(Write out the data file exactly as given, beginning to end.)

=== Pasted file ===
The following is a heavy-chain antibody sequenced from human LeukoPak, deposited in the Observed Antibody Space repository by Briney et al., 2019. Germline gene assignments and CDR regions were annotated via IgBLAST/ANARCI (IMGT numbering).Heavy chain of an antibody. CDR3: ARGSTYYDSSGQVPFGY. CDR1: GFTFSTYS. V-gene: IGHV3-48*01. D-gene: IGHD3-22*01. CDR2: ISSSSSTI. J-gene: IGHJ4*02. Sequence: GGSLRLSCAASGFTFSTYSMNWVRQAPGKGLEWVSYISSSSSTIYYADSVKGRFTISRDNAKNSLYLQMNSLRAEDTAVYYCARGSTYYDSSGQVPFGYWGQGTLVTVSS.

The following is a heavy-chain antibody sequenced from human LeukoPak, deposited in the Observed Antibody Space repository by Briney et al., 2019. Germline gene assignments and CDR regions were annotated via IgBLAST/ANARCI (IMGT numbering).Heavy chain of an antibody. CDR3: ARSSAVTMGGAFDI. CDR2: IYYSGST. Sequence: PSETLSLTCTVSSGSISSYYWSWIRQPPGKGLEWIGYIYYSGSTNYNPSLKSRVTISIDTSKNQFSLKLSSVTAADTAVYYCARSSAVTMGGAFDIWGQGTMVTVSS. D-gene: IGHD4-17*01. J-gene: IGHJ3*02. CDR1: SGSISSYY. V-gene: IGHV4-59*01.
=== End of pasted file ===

The following is a heavy-chain antibody sequenced from human LeukoPak, deposited in the Observed Antibody Space repository by Briney et al., 2019. Germline gene assignments and CDR regions were annotated via IgBLAST/ANARCI (IMGT numbering).Heavy chain of an antibody. CDR3: ARGSTYYDSSGQVPFGY. CDR1: GFTFSTYS. V-gene: IGHV3-48*01. D-gene: IGHD3-22*01. CDR2: ISSSSSTI. J-gene: IGHJ4*02. Sequence: GGSLRLSCAASGFTFSTYSMNWVRQAPGKGLEWVSYISSSSSTIYYADSVKGRFTISRDNAKNSLYLQMNSLRAEDTAVYYCARGSTYYDSSGQVPFGYWGQGTLVTVSS.

The following is a heavy-chain antibody sequenced from human LeukoPak, deposited in the Observed Antibody Space repository by Briney et al., 2019. Germline gene assignments and CDR regions were annotated via IgBLAST/ANARCI (IMGT numbering).Heavy chain of an antibody. CDR3: ARSSAVTMGGAFDI. CDR2: IYYSGST. Sequence: PSETLSLTCTVSSGSISSYYWSWIRQPPGKGLEWIGYIYYSGSTNYNPSLKSRVTISIDTSKNQFSLKLSSVTAADTAVYYCARSSAVTMGGAFDIWGQGTMVTVSS. D-gene: IGHD4-17*01. J-gene: IGHJ3*02. CDR1: SGSISSYY. V-gene: IGHV4-59*01.